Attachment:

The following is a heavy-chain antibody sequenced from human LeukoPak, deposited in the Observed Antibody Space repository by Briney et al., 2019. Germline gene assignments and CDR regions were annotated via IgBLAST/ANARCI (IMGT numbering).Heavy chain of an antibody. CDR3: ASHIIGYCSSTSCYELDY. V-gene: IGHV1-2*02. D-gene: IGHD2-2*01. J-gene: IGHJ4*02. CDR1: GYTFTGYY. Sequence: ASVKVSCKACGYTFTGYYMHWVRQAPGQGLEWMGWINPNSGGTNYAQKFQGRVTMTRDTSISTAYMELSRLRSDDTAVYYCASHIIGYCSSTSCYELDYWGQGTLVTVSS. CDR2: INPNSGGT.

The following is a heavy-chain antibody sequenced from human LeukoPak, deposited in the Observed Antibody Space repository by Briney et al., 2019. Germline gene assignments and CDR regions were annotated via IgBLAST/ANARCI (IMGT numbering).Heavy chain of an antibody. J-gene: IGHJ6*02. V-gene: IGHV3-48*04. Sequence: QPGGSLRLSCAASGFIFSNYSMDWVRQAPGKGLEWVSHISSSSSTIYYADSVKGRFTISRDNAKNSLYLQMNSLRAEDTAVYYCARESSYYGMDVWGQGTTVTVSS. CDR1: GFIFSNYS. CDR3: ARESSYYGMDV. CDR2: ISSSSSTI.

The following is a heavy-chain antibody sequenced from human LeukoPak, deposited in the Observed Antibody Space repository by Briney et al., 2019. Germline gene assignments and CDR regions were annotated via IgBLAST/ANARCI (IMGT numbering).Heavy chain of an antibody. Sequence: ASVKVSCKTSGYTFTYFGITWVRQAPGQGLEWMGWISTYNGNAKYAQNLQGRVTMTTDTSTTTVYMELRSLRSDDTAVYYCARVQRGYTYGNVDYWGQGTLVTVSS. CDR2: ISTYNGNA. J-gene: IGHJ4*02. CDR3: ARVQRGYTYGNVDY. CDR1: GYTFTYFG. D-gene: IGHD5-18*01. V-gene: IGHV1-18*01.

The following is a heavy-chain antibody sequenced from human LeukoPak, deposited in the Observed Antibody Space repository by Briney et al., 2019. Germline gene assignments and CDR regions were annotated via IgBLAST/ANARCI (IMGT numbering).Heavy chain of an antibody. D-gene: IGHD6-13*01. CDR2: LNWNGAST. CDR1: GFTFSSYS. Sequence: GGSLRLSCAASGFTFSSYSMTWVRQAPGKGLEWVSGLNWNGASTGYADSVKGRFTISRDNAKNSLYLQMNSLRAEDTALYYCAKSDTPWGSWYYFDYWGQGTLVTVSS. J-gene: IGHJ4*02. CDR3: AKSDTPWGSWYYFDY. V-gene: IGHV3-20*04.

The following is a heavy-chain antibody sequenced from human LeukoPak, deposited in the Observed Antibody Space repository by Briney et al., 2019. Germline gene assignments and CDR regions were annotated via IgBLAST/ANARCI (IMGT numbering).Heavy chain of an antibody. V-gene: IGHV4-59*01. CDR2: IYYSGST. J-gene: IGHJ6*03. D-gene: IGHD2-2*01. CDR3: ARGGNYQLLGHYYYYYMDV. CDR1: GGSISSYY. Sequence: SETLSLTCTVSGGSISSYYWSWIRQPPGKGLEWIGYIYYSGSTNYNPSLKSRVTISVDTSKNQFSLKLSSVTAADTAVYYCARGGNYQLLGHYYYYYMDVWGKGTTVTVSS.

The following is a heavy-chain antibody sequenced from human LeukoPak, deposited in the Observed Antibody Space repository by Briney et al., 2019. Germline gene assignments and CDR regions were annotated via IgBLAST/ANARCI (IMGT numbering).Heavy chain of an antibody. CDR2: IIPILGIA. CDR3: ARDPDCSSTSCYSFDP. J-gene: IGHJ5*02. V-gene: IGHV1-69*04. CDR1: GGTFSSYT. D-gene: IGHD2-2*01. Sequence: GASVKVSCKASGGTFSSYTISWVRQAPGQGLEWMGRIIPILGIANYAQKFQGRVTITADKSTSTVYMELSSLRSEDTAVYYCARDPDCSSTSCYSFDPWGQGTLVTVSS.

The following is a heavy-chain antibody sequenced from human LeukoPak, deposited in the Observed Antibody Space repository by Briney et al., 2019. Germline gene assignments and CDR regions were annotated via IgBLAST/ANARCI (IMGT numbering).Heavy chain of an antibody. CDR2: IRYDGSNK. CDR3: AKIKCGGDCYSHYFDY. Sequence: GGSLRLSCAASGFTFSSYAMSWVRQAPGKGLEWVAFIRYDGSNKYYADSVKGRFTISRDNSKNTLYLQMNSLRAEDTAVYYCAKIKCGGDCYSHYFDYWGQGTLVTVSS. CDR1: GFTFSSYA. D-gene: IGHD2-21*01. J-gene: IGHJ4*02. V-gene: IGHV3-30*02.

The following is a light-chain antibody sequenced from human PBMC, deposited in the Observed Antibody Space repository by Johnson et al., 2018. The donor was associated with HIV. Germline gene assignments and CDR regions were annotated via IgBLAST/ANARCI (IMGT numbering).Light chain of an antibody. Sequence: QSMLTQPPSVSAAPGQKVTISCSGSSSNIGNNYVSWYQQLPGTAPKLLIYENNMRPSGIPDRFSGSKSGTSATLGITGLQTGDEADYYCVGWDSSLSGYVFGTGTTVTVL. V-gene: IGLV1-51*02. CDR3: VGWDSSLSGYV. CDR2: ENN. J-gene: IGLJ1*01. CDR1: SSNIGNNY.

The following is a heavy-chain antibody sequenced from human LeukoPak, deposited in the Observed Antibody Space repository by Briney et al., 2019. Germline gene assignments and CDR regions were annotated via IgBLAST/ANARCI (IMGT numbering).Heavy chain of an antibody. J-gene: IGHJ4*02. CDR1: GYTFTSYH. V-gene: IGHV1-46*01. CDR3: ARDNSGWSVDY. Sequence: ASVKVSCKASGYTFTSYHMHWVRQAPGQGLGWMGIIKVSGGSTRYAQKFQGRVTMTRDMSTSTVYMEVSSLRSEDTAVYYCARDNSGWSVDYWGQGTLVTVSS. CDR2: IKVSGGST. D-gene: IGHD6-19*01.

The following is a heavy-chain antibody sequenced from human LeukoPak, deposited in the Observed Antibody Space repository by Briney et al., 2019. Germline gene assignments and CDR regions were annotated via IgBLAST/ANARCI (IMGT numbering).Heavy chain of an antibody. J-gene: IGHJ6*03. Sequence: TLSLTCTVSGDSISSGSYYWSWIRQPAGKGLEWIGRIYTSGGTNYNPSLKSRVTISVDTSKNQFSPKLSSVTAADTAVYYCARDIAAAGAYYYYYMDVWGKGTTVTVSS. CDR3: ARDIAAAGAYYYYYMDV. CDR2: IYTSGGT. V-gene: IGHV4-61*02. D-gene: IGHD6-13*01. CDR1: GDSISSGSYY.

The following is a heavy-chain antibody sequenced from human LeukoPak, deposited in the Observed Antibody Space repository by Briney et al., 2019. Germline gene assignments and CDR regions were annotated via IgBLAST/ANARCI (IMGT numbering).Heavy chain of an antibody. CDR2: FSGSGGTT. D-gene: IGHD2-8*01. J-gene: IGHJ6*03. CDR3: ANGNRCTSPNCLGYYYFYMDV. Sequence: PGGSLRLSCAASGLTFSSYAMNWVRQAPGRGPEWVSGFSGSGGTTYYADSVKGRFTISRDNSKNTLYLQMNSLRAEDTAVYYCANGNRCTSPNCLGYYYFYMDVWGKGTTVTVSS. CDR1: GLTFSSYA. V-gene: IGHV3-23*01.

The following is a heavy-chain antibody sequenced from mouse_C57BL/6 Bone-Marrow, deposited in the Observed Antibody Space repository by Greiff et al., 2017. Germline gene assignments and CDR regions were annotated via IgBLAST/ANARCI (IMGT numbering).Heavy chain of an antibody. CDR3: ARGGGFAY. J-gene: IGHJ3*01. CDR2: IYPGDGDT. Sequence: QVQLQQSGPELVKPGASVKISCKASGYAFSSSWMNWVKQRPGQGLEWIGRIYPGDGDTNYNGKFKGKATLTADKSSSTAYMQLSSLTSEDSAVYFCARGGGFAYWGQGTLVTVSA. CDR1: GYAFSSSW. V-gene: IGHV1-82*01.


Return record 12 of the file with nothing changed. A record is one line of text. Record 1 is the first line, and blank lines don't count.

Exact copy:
The following is a heavy-chain antibody sequenced from mouse_C57BL/6 Bone-Marrow, deposited in the Observed Antibody Space repository by Greiff et al., 2017. Germline gene assignments and CDR regions were annotated via IgBLAST/ANARCI (IMGT numbering).Heavy chain of an antibody. CDR3: ARGGGFAY. J-gene: IGHJ3*01. CDR2: IYPGDGDT. Sequence: QVQLQQSGPELVKPGASVKISCKASGYAFSSSWMNWVKQRPGQGLEWIGRIYPGDGDTNYNGKFKGKATLTADKSSSTAYMQLSSLTSEDSAVYFCARGGGFAYWGQGTLVTVSA. CDR1: GYAFSSSW. V-gene: IGHV1-82*01.